UNPRECEDENTED NUMBER OF EXTREME WEATHER DISASTERS IN US, SPRING 2010: CLIMATE CHANGE IMPLICATED

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29 june 2011

US counts the cost of extreme weather
Financial Times June 28, 2011 By Sheila McNulty in Midland

Fires burn in the hills above Los Alamos, a nuclear site in New Mexico

Firefighters on Tuesday battled a wildfire that threatened a government nuclear facility in New Mexico, raising fears about the safety of radioactive materials at the Los Alamos National Laboratory.

On Monday, a spot fire at the laboratory was quickly contained and officials said that no contaminated material was released. Only essential employees have been allowed on to the property.

The events in New Mexico, which forced thousands from their homes, cap a season of severe weather in the US this spring that has included extremes of dry and wet not seen since record keeping began a century ago.

A “punishing series of billion-dollar disasters” brought the greatest flood in recorded history to the Lower Mississippi River, a deadly tornado season across the south, the worst fire season in the south-west and the worst drought in Texan history, notes Jeff Masters, director of meteorology at Weather Underground, a weather forecaster.

Elsewhere, authorities have voiced concerns about floods in Nebraska, where a nuclear plant’s parking lot is under water.

About 46 per cent of the US has been abnormally wet or dry this spring. Severe weather is usually recorded in 21 per cent of the country, Mr Masters said. “If you weren’t floating away in floods, you were baking in the heat.”

Midland, in west Texas, has received 4mm of rain since the start of the year, a fraction of the 101mm it would normally receive, the National Weather Service said.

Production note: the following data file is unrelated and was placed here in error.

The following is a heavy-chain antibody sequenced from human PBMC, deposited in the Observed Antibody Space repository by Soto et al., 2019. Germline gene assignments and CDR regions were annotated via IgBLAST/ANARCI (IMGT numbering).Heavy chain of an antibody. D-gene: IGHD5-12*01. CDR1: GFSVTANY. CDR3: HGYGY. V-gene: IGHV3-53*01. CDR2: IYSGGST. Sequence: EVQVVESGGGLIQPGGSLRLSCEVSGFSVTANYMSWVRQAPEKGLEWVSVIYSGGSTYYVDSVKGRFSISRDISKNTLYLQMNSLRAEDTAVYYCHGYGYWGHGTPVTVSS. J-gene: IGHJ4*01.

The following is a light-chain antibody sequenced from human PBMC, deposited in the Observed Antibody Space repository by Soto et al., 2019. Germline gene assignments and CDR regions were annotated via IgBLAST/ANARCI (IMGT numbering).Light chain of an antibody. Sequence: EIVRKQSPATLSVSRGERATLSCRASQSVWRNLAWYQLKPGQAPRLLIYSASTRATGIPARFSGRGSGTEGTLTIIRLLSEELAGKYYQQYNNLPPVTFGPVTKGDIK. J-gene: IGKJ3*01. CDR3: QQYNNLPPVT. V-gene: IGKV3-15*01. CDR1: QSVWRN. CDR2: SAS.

There are black patches of grass outside the city, where wildfires have taken hold. As of July 1, the city will permit citizens to water their lawns just two days a week, with fines of up to $500 for violators.

Producers have been heavily watering pecans, alfalfa and coastal Bermuda grass. “But with the dry, windy conditions, they couldn’t make much headway,” said the Texas Crop Weather Report on west Texas. Since November, the Texas Forest Service and area fire departments have responded to 12,779 fires that have burnt 1.33m hectares. The “extreme risk of wildfire’’ remains.

Hundreds of people have died in tornadoes, while many have lost homes or livelihoods in this year’s disasters. “The human losses, we can’t even speak to that,” says John-Michael Riley, a professor in the department of agricultural economics at Mississippi State University.

But he has made a tally of economic losses – up to $500m for Mississippi alone and up to $1.5bn for the mid-south region, which includes Mississippi, Louisiana, Arkansas and east Tennessee. “There is still a lot of uncertainty about what the final tally will be,’’ Mr Riley says.

Such losses tend to be short term, said Bernard Weinstein, business economics professor at Southern Methodist University in Dallas. Insurance money and state assistance can serve as an economic stimulus.

New Orleans, for example, received billions of dollars in assistance and insurance funding after hurricane Katrina. “There is a $15,000bn economy in the US,” Mr Weinstein said. “We are able to absorb those types of hits.”

But if the kind of extreme weather witnessed recently becomes the norm, this might change.

“It is highly improbable that the remarkable extreme weather events of 2010 and 2011 could have all happened in such a short period of time without some powerful climate-altering force at work,” he said.

“I expect that by 20 to 30 years from now, extreme weather years like we witnessed in 2010 will become the new normal.”


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